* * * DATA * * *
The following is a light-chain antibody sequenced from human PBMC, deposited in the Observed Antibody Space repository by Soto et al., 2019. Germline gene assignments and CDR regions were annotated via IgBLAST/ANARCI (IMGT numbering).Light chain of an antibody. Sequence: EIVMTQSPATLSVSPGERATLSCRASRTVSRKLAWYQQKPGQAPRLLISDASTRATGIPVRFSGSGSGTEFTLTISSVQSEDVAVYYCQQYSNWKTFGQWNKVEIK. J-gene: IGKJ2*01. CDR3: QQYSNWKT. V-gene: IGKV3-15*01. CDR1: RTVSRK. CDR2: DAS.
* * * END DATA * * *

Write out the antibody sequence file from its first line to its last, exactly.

The following is a light-chain antibody sequenced from human PBMC, deposited in the Observed Antibody Space repository by Soto et al., 2019. Germline gene assignments and CDR regions were annotated via IgBLAST/ANARCI (IMGT numbering).Light chain of an antibody. Sequence: EIVMTQSPATLSVSPGERATLSCRASRTVSRKLAWYQQKPGQAPRLLISDASTRATGIPVRFSGSGSGTEFTLTISSVQSEDVAVYYCQQYSNWKTFGQWNKVEIK. J-gene: IGKJ2*01. CDR3: QQYSNWKT. V-gene: IGKV3-15*01. CDR1: RTVSRK. CDR2: DAS.